Empathy is a choice. And it’s a skill. Which is good news for us because it means we can choose it and we can get better at it.

Dr. Brown says that to choose empathy and connect with others, “I have to connect with something in myself that knows that feeling.” This means that, as inconvenient as it may be, the only way to become good at empathizing with others is to first become more familiar with your own emotions. I’ve learned that while it may seem like the easiest choice to ignore my sadness or suppress my anger, it only causes more struggle in the end.

When I avoid or refuse to feel my own emotions, my empathy skills weaken. Let’s imagine that most of the time I deal with my emotions pretty well. But, this week, I’m over it. I’m tired and busy and pretending like feelings don’t exist. So although I’m normally deeply empathetic, when I’m in this numb place, I struggle with empathy. In order to empathize, I have to open up the emotions of my own heart. And since I’m trying to avoid the emotions of my heart, I also have to avoid conversations that might challenge me to do so. To be consistently empathetic, I have to consistently feel my own emotions.

Doing your own emotional work, although time consuming and difficult, will ultimately increase your capacity for loving and connecting with others. But it’s a daily choice. Will I live fully today? Will I feel fully today? Will I extend empathy today?

Empathy is an especially hard choice in emotionally charged conversations about race. It means that when you share with me your hurtful experience with a white cop, instead of cutting you off to justify their actions or find someone to blame, it means I allow myself to connect with the anger and hurt you feel.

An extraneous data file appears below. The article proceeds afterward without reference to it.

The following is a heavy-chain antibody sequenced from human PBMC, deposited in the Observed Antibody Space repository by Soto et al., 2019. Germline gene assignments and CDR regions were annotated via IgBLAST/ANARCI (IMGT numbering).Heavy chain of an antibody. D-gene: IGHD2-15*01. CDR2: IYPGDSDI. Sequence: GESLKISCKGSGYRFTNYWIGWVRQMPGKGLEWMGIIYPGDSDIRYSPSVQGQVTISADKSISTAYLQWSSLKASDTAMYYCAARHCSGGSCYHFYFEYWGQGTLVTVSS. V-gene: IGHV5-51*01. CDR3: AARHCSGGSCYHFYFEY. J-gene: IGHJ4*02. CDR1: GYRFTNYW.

Empathy means we first seek to connect with each other’s hearts without trying to change anything. This is incredibly challenging in race conversations because we have a lot of problems. The damage done by racism in our country created a lot of brokenness, damaged systems, wounded families, and untold stories. And all of this needs to be addressed.

Extending empathy does not mean we can’t challenge one another. And it most certainly does not mean that we stay silent in the face of injustice. But in the R.E.P. model, there is a reason empathizing corporately comes before the pursuit of reconciliation. Empathy is not the only step, but in order for our relational connections to be strong enough to withstand the challenges of pursuing reconciliation, empathy must come first. Empathy will build the connections and bridges we need to withstand the challenges of pursuing reconciliation.

In order for our relational connections to be strong enough to withstand the challenges of pursuing reconciliation, empathy must come first.

I fully believe that the bridge to cross our racial tensions is found in Jesus. But I also firmly believe that Jesus calls us to build this bridge with a whole lot of empathy. He, Himself, extended the greatest empathy toward us when He took on human flesh, allowing Himself to become human and experience our emotions and weaknesses. Without regular engagement with Christ, I would not have the courage, vulnerability, and desire to consistently empathize with others. Empathy is not the only way we follow Jesus, but it is one way. It is a beautiful, although difficult, choice that gives us the gift of connecting with one another, even when our life experiences and opinions are so different. Empathy creates space for us to be authentically unified in Christ, even though we are genuinely different. But to do that, we must be willing to accept and express the emotions of our own hearts.